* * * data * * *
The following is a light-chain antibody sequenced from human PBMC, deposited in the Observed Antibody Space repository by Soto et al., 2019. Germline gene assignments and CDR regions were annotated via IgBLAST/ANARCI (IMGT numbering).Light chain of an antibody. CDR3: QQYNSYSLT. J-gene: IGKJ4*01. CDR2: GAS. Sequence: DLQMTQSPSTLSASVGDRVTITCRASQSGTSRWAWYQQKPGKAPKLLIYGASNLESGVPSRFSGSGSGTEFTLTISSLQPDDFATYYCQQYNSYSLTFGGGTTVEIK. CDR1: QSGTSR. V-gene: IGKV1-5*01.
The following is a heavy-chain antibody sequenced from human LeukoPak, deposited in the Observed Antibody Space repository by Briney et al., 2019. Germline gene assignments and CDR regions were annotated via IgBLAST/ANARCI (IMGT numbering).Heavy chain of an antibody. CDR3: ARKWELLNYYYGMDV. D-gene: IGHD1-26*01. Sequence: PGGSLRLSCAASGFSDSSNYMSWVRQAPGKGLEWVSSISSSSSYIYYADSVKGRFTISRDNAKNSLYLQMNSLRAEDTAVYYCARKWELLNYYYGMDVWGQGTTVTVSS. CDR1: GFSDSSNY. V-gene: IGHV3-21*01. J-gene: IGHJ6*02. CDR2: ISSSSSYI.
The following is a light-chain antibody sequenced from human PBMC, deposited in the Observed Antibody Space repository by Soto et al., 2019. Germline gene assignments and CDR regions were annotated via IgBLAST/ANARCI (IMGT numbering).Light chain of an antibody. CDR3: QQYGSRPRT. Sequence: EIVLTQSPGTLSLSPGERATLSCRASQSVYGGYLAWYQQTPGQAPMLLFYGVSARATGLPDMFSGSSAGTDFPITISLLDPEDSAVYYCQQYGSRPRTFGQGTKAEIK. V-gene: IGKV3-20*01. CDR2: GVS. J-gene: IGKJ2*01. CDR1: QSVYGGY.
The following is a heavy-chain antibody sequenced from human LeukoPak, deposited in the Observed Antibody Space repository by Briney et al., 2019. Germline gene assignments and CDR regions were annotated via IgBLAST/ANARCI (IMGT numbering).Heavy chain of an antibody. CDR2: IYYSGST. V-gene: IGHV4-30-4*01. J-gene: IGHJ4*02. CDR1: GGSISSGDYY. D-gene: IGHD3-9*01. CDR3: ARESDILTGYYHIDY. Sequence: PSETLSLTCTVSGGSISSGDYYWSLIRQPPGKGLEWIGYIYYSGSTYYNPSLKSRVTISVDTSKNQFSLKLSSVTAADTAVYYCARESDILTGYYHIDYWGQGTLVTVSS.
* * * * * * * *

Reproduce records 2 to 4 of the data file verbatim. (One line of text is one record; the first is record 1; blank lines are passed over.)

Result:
The following is a heavy-chain antibody sequenced from human LeukoPak, deposited in the Observed Antibody Space repository by Briney et al., 2019. Germline gene assignments and CDR regions were annotated via IgBLAST/ANARCI (IMGT numbering).Heavy chain of an antibody. CDR3: ARKWELLNYYYGMDV. D-gene: IGHD1-26*01. Sequence: PGGSLRLSCAASGFSDSSNYMSWVRQAPGKGLEWVSSISSSSSYIYYADSVKGRFTISRDNAKNSLYLQMNSLRAEDTAVYYCARKWELLNYYYGMDVWGQGTTVTVSS. CDR1: GFSDSSNY. V-gene: IGHV3-21*01. J-gene: IGHJ6*02. CDR2: ISSSSSYI.
The following is a light-chain antibody sequenced from human PBMC, deposited in the Observed Antibody Space repository by Soto et al., 2019. Germline gene assignments and CDR regions were annotated via IgBLAST/ANARCI (IMGT numbering).Light chain of an antibody. CDR3: QQYGSRPRT. Sequence: EIVLTQSPGTLSLSPGERATLSCRASQSVYGGYLAWYQQTPGQAPMLLFYGVSARATGLPDMFSGSSAGTDFPITISLLDPEDSAVYYCQQYGSRPRTFGQGTKAEIK. V-gene: IGKV3-20*01. CDR2: GVS. J-gene: IGKJ2*01. CDR1: QSVYGGY.
The following is a heavy-chain antibody sequenced from human LeukoPak, deposited in the Observed Antibody Space repository by Briney et al., 2019. Germline gene assignments and CDR regions were annotated via IgBLAST/ANARCI (IMGT numbering).Heavy chain of an antibody. CDR2: IYYSGST. V-gene: IGHV4-30-4*01. J-gene: IGHJ4*02. CDR1: GGSISSGDYY. D-gene: IGHD3-9*01. CDR3: ARESDILTGYYHIDY. Sequence: PSETLSLTCTVSGGSISSGDYYWSLIRQPPGKGLEWIGYIYYSGSTYYNPSLKSRVTISVDTSKNQFSLKLSSVTAADTAVYYCARESDILTGYYHIDYWGQGTLVTVSS.